If I was a child of the 1980s, program-length commercials of My Little Pony would have given me reason to wake up early on Saturday mornings, assuming that is when the show aired. For this assignment, I watched an episode of My Little Pony, titled “Bright Lights”, which first televised on October 13, 1986. In this episode, the three baby ponies are kidnapped by two circus performers who force the ponies to sing and dance. While doing so, the shadows of the three ponies are stolen from them by the circus performers, and as a result the ponies are drained of their energy and talent. It is explained that the ponies’ shadows, and all other shadows, are the source of power needed to fuel Erebus, the villain of this episode.  The rest of the episode focuses on the search party led by the other ponies and two children, Megan and Molly, and their quest to rescue the baby ponies. After many chase scenes, the baby ponies are finally rescued, their shadows and all other previous stolen shadows are returned to their rightful owners, and Erebus is defeated.

My Little Pony, along with most other 1980s toy-based programs, focused all of its attention on kids, and kids alone. Gary Cross mentions this 1980’s toymaker trend of catering  just to children in his work “Spinning Out of Control”,  he writes: “One toy executive in 1983 claimed that 90 percent of toy consumption was driven by children’s wants; toymakers convinced themselves that they served children’s desires, not those of adults” (290).  My Little Pony justifies this claim, for it is a show about flying pastel-colored ponies who sing and dance, what more could a child ask for?  Cross makes further arguments surrounding the idea that children’s television and play of the ’80s differed from that of the previous decades. Not only was play of the ’80s seemingly  focused solely on children’s desires, but even more bothersome to parents was this new generation of TV programs that completely disregarded reality and emphasized fantasy. Cross states: “The old view that children should learn from the past and prepare for the future is inevitably subverted in a consumer culture where memory and hope get lost in a blur of perpetual change” (290). Traditionally, the purpose for play was to prepare children for adulthood and their predestined roles; boy’s play was more physical, and girl’s play more nurturing. The 1980s broke these traditions and replaced them with a more imaginative form of play, which was free from adult intervention. In the episode I watched of My Little Pony, there were no human adults present; rather, the character that seemed to be in charge most of the time, Megan, looked no older than ten years old. This concept of an adult-free fantasy world was all too appealing to kids, and at the same time bothersome to the parents.

Talking ponies, villains who devour shadows, and zebra sidekicks–it is safe to say that My Little Pony contained very little reference to the “real world”, but this does not mean the show was of no value to children. While this PLC may not have prepared kids for their future adulthood roles, it did allow for creativity and imagination to flourish. My Little Pony also incorporated valuable lessons on friendships, teamwork, and forgiveness. Based on our so far study of toys and the reactions they have received from adults over the years, I think it is fair to say that parents are hard to please. If toys are too realistic, parents seem to complain that they provoke violence, but if toys are not realistic enough then parents see no benefit to them. Toys are for kids, thus I think the strategy of the 1980s, which focused on the children’s wishes rather than the adults, should be praised.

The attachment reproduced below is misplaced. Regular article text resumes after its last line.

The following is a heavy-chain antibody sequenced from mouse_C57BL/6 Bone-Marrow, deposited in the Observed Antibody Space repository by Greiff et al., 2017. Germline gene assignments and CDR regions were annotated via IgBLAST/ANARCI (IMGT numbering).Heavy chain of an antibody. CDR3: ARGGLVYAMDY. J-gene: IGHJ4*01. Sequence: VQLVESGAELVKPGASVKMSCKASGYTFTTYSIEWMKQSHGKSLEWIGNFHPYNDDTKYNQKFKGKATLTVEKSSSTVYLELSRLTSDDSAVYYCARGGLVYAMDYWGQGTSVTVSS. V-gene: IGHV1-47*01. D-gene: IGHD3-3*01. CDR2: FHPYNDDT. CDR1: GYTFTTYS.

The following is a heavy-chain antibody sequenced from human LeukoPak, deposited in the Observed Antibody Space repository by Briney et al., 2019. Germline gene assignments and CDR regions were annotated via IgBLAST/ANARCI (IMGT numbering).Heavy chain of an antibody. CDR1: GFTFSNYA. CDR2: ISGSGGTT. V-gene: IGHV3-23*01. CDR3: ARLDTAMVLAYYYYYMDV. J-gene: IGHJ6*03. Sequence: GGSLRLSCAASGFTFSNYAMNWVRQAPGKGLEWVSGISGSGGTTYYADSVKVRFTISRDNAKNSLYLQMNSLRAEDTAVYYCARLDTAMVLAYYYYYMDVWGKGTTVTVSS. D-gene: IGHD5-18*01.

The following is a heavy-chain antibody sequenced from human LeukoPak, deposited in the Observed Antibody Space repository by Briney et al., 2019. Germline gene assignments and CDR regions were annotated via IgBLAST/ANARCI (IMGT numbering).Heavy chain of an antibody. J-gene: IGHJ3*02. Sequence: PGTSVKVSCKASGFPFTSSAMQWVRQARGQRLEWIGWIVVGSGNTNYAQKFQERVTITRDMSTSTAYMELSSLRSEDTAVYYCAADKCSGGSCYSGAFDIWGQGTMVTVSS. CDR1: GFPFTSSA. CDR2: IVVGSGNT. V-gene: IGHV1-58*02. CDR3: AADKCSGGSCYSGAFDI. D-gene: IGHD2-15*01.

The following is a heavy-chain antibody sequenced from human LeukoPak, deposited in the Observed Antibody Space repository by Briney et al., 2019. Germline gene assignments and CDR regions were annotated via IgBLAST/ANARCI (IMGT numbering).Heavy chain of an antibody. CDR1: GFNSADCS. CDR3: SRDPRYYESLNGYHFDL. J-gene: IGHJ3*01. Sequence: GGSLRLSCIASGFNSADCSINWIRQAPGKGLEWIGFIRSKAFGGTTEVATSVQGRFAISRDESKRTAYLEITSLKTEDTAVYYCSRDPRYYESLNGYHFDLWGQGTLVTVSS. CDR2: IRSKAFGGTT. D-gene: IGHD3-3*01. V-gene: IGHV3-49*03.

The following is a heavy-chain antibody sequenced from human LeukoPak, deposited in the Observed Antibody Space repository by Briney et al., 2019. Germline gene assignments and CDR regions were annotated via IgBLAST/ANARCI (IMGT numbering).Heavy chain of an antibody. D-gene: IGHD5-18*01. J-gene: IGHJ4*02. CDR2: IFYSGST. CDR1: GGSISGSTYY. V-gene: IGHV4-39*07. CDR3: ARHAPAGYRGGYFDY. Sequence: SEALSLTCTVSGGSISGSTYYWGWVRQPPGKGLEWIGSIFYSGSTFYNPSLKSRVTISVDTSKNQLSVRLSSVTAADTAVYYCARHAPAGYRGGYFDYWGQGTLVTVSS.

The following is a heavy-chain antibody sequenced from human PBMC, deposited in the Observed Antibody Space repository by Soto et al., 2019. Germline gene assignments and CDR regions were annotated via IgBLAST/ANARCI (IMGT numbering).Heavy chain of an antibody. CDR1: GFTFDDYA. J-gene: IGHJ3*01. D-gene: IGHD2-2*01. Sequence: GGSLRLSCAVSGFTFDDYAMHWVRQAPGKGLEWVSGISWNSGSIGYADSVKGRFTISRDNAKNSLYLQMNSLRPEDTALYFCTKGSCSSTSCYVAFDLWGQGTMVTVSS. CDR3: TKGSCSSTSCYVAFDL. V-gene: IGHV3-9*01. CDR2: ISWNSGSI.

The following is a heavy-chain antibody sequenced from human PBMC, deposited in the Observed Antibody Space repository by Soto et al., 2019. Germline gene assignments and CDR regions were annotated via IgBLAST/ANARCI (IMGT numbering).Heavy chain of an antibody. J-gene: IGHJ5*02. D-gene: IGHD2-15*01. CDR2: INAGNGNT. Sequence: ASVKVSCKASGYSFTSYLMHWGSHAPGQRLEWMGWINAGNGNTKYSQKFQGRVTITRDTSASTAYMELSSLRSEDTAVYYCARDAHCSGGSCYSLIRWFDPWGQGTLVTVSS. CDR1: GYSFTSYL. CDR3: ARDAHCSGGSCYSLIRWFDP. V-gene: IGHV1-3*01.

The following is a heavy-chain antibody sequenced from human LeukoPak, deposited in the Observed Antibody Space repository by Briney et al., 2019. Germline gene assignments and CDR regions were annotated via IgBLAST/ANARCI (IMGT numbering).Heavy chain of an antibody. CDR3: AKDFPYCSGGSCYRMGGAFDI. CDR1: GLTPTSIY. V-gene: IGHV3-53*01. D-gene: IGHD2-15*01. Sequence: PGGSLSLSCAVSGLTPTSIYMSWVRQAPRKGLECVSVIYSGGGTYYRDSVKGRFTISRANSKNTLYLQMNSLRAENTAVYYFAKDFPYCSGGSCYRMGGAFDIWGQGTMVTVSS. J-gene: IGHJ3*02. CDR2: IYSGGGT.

The World of Strawberry Shortcake


An illustration of the title character and her cat, Custard.

Strawberry Shortcake was created in the late 1970s by the American Greetings card company. As the character became a popular fad among young girls, the company expanded the Strawberry Shortcake product line to include dolls, posters, stationary, stickers, clothing, games, etc. Beginning in 1980 Strawberry Shortcake animated specials began to air on television, joining the controversial trend of program-length commercials designed to advertise such product lines to children. To examine the claims of Gary Cross (“Spinning Out of Control”) about the negative effects of program-length commercials or PLCs, I watched the first episode of the Strawberry Shortcake television series.

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Scooby-Doo, Where Are You!

The Mystery Inc. Gang,, SUNNYCHANEL

When I was a child I would watch Scooby-Doo religiously. Every Saturday I would sit down with my brother and sister and we would watch them. This happened for years. Scooby Doo is a children’s cartoon show that stars a group of friends: Freddy, Daphne, Velma, Shaggy, and their dog Scooby Doo. These friends would get together and solve mysteries in their town. The group called themselves the Mystery Inc and would always find out who the mysterious criminal was behind all of the “supernatural” crimes.

The show originally started in 1969 as Scooby Doo, Where Are You! for Hanna-Barbera Productions. It would come on Saturday mornings and had the same cast as it does today. Hanna-Barbera’s successor, Warner Bros, continued the show until 1976. In 1976 the show moved over to ABC and aired until they cancelled it in 1986. They show has had many spin offs since then as well, such as A Pup Named Scooby-Doo, Scooby-Doo’s Great Mysteries, etc. The show currently running on air is Scooby-Doo! Mystery Incorporated, which premiered on cartoon network in July 2010. The show has won many awards and has been made into movies and comic books.

However, the success of the show has much to do with the viewers (children). In class we have talked a lot about children’s television shows and negative adult reactions towards them. The creation of Scooby Doo was actually a side effect of the parent-run organization Action for Children’s Television. This organization was complaining about there being too much violence in the Saturday morning cartoons and pressured Hanna-Barbera to create a new show that was more appropriate. And, through lots of hard work and ideas, Scooby Doo, Where Are You! was finally aired in 1969.

Parents have a large effect over the children’s television and movie industries. Without the parents support, these industries would fail because their target audience does not have the capabilities to go see movies, pay for tickets, pay for cable, etc… without their parents help. Therefore these some of the people in these industries, the successful people, sell to the parents just as much as they sell to the children.